Oh, violence! Violence!

I rented a movie called Cannibal Holocaust recently.  It is a semi-famous horror movie that I had never even heard of which is rare.  I only found out about it because I did some research in compiling my best horror movie list and it was on many best lists.  I rented it not knowing anything about the plot.  I am not generally a fan of doing that, often looking up spoilers and plot synopses.  So I do a little research before watching the movie and find that it is widely considered the most violent movie ever made. It is also the most widely banned movie in the world because of this violence.  What makes the violence so bad is not necessarily because of the amount of it (there's quite a lot) but the fact that all the many animal killings are actually real.  Monkeys, a pig, snakes and a turtle (my favorite reptile) all get hacked up.  In addition to that, people get dismembered and there are a couple of rape and torture scenes.

This film is not for the squeamish.  However, I can't help but feel that it wasn't as violent as people were professing.  Maybe I only feel that way because all I read said that anyone and everyone would be appalled at how extremely and graphically violent a movie it is.  It's kinda like when someone goes on and on about how good a movie is making you inherently disappointed from the high expectations.

That got me thinking about violence in film/music/literature.  I am not usually phased by it while it upsets many others.  I guess it has something to do with being exposed to violence very early in my childhood.  My mother would take me to the movies because she did not want to go alone so we would watch mostly what she wanted.  What she wanted was big budget, blow 'em away, Michael Bay type action movies.  Also, I was curious about horror movies and she would let me rent pretty much anything I wanted.  I don't know if I ever was offended by the violence in these films.  I can't really think of a time when violence was even noticeable to me.

As I began to meet more and more people from different backgrounds, I realized that I was the minority.  Other people's parents did not even allow them to watch MTV let alone violent movies.  I never even noticed MTV was at all violent sans a Nine Inch Nails video or two.  When I mention many of the films I enjoy that aren't even in the horror genre these people say that they could not take the violence.  These same people can watch movies like 300 which is on every top 10 list of most violent films I could find.  What is the deal?  Reservoir Dogs made them cringe but Sin City was fun.  More people die in Sin City.  The villains are completely depraved.  There are grizzly images of women with chopped off heads and a guy/demon getting eaten by a wolf.  I'll admit that Reservoir Dogs has a lot of blood and people get shot.  The ear removal torture scene is a lot to take in.  But I think that Saving Private Ryan- which is universally liked- is just as much if not more violent.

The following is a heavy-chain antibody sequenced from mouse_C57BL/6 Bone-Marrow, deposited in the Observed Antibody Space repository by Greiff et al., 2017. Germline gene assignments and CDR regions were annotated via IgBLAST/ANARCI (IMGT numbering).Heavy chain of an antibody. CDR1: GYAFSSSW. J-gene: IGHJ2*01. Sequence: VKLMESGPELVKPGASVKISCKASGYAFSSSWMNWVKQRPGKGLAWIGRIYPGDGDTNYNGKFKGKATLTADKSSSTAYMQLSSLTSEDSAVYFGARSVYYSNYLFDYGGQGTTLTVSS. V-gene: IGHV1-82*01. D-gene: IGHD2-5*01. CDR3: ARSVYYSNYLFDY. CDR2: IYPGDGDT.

So what makes a movie violent?  Body count?  The graphic nature of the killings?  These people who are averse to violence justify their preferences saying that movies like Kill Bill, Sin City and 300 are "cartoony violence."  While it may be gruesome, there is no vestige of emotion towards the characters that are getting whacked.  It is disconnected.  It is the in your face very personal violence that bothers them.  Gritty torture scenes are certainly not for everyone.  I understand why they would turn people off.  It is the humanization of the victims that are being killed that they say really bothers them.  But is that even okay?  People are still shown being killed but it is fine because it is done in a cartoonish way or they are not major characters.  Something to think about.

The one movie that really bothered me with its violence was The Passion of the Christ.  It is very graphic and personal, seeing Jesus' hands nailed to the cross and seeing the wounds on his body being created by whips.  It's a bloody and very gory movie, much more so than any of the horror movies I've ever seen.  I understand Jesus was tortured severely but do we have to see scene after scene after scene of it.  Over two hours of increasingly brutal images!  I get it already!  Please move the camera away and at least give me a break from Jesus getting the crap kicked out of him.

I guess I am desensitized.  Nothing really phases me anymore and I'm not sure if that is good thing.


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